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Archive for July 9th, 2010

The Front Page [07-09-2010]

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On this week’s Front Page:

On the Range at a Western Kentucky Cowboy Shooting Competition 
Boaz, KY ~ It may be the closest one can get to an Old West-style shootout, short of a time machine. A rural Kentucky gun club hosts monthly single-action shooting competitions using era-specific firearms. To compete, you have to dress the part as well. Participants wear authentic wild western garb, donning cowboy hats, spurred boots, six shooters and all.

Marshall County Student Goes to Washington 
Benton, KY ~ The American Legion Boys Nation gathers rising high school seniors from 49 states for a week of mock legislative politics in Washington D.C. Participants hold offices, draft bills, and argue out compromises on the senate and house floors. Only two members of each Boys State move on to participate in Boys Nation. Marshall County High School senior Cale Merrick of Benton goes to the capitol as a delegate at the end of this month. Angela Hatton spoke with Merrick ahead of the trip.

Wildlife affected by Olmsted Locks and Dam project 
Olmsted, IL ~ In May, Jacque Day brought us an overview of the Olmsted Locks and Dam project on the lower Ohio River. Last month she investigated the long-term costs. Today, she’ll explore the wilder side of the project. In this third and final installment, Jacque Day looks into how this massive development, 3 decades in the making, has affected the lives and habitats of animals that call the area home.

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Written by Chris Taylor

July 9, 2010 at 1:02 pm

Posted in The Front Page

Good Read: Our Lincoln

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Our Lincoln: New Perspectives on Lincoln and His World
edited by Eric Foner

Buy this book on Amazon.
(Your purchase supports WKMS!)

Product Description:
Among these original essays by prize-winning historians, James M. McPherson examines Lincoln’s deft navigation of the crosscurrents of politics and wartime strategy. Sean Wilentz elegantly explores Lincoln’s debt to the democratic political tradition of Jefferson and Jackson. Eric Foner examines Lincoln’s controversial position on the movement to colonize emancipated slaves outside the United States. James Oakes explores Lincoln’s views on the rights of African Americans. There are also brilliant essays on Lincoln and civil liberties, and on his literary style, religious beliefs, and family life.

Todd Hatton says:

“It’s impossible to go to Washington, D.C. and not be touched somehow by Abraham Lincoln’s ghost.  It’s even more difficult to find something new, something previously unsaid or unwritten about our 16th president.  Lincoln has held our hearts and minds since the end of the Civil War, and one could be forgiven for thinking that in the intervening century and a half we’ve more or less plumbed the depths of this man.

The recent bicentennial of Lincoln’s birth with its releases of new tomes and re-issues of classic pieces nevertheless proves that we are still drawn to him.  And maybe, just maybe, there’s a hint of desperation in this renewed compulsion, as we search for a way to heal our own bitterly divided body politic in the careworn face of this gifted, troubled, and extraordinarily complicated man.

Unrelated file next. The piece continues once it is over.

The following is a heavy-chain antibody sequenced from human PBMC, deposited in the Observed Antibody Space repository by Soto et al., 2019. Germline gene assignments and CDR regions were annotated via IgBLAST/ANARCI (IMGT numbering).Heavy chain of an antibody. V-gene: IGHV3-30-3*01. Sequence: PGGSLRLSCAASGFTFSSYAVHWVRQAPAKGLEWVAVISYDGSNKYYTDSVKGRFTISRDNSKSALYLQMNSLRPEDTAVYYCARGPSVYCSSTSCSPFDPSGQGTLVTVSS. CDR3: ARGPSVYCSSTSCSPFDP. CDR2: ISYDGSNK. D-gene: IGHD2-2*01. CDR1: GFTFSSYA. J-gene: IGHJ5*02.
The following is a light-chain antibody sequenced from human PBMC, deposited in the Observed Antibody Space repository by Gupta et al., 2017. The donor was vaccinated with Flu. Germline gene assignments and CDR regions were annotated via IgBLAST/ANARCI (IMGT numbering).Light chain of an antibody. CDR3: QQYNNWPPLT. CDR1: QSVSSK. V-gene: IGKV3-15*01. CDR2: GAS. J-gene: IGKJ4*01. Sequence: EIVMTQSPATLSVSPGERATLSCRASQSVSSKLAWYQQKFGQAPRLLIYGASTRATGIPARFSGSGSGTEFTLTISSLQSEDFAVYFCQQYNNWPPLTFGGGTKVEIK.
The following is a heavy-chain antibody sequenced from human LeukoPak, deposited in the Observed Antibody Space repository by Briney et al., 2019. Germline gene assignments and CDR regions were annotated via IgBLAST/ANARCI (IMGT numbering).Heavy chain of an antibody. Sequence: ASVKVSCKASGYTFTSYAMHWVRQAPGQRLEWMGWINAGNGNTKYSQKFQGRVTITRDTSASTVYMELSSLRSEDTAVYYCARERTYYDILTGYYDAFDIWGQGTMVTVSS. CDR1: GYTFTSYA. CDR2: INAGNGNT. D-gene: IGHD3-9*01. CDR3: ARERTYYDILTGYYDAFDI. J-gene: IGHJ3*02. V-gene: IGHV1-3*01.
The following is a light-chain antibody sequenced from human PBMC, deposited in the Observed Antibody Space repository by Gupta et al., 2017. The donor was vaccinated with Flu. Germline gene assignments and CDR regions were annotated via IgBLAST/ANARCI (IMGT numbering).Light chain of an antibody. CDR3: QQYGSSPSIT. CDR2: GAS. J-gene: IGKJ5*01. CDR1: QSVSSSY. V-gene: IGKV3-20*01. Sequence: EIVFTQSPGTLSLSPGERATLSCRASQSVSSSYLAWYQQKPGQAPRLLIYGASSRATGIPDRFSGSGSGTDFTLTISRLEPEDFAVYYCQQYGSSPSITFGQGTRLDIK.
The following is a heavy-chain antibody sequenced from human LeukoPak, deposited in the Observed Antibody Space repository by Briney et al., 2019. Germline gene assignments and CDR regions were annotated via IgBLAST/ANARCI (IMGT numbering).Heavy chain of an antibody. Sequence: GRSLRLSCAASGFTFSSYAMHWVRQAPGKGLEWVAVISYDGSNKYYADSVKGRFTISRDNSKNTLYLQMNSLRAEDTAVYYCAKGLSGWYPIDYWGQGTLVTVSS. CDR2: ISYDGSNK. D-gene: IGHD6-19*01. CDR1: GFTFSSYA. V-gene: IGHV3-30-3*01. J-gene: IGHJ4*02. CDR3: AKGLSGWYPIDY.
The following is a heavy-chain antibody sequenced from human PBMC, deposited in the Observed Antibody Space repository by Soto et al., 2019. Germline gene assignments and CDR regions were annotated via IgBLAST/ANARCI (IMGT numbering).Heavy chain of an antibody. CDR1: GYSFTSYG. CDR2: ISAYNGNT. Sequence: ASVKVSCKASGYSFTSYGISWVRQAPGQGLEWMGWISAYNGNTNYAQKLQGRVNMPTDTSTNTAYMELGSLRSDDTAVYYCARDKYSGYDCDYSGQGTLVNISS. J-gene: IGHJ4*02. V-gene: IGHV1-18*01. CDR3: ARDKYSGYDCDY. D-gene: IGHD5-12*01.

Our Lincoln, New Perspectives on Lincoln and His World, a collection of essays edited by Columbia University history professor Eric Foner, may not show us how to bridge today’s political divides, but it does provide a glimpse into the various and sometimes conflicting facets of a man who held our nation together for its own good when it wanted nothing more than to come apart.

Make no mistake, Our Lincoln isn’t a light read; but then, not much about Lincoln ever is.  It is, however, an engrossing one.  Pulitzer Prize-winning authors like Mark Neely and James McPherson contribute insights into Lincoln the Commander-in-Chief and his relationship to the Constitution and civil liberties, but we also find essays that peer into Lincoln’s spirituality and analyze his role as a student and patron of the visual arts.  Andrew Delbanco, who edited The Portable Lincoln, even contributes a piece asserting that other than Mark Twain, no other writer had as enormous and lasting an impact on American literature as did Abraham Lincoln.  Not bad for a guy with a grand total of 18 months of formal education.

There is much in Our Lincoln to recommend it, and its satisfactions are much like those of running into an old friend, long absent.  This is Abraham Lincoln, after all, the man whose likeness marks our money and a great number of our monuments, and we get a chance to find out what he’s been up to all these years.”

Check out our Good Reads page for more recommended books.

Written by Matt Markgraf

July 9, 2010 at 10:00 am

morning cram [</3’r lebron edition]

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“In the end, it took all of 11 seconds, but the fallout in two American cities may last for years.”

~NPR has more on heartbroken Ohio.

KENTUCKY~ McCracken County rescue workers search for missing man and the County Clerk there has changed some (questionable) policies but retains his department’s financial independence. Western Kentucky has plenty of (electric) power. Trigg County bans smoking on school grounds. The Todd County Funeral Home burned down. Jack & Rand squared off in Louisville yesterday and US Senator McConnell defends his filibuster blocking an extension on jobless benefits.

TENNESSEE~ The 101st Airborne’s Major General John Campbell assures Fort Campbell families from Afghanistan. Police nab a Fort Campbell soldier after (alleged) hit-and-run. Blue dogs back Herron for US Rep.